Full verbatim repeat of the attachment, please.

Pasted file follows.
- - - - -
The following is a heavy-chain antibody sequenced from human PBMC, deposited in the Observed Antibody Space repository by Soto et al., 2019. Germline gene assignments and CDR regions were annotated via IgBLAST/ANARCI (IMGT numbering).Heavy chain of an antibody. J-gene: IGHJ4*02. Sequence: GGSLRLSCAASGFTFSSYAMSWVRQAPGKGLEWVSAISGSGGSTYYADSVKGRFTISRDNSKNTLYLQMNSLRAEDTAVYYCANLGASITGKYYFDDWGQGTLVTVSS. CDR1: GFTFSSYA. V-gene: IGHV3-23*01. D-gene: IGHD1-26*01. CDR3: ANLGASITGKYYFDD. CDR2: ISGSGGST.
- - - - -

The following is a heavy-chain antibody sequenced from human PBMC, deposited in the Observed Antibody Space repository by Soto et al., 2019. Germline gene assignments and CDR regions were annotated via IgBLAST/ANARCI (IMGT numbering).Heavy chain of an antibody. J-gene: IGHJ4*02. Sequence: GGSLRLSCAASGFTFSSYAMSWVRQAPGKGLEWVSAISGSGGSTYYADSVKGRFTISRDNSKNTLYLQMNSLRAEDTAVYYCANLGASITGKYYFDDWGQGTLVTVSS. CDR1: GFTFSSYA. V-gene: IGHV3-23*01. D-gene: IGHD1-26*01. CDR3: ANLGASITGKYYFDD. CDR2: ISGSGGST.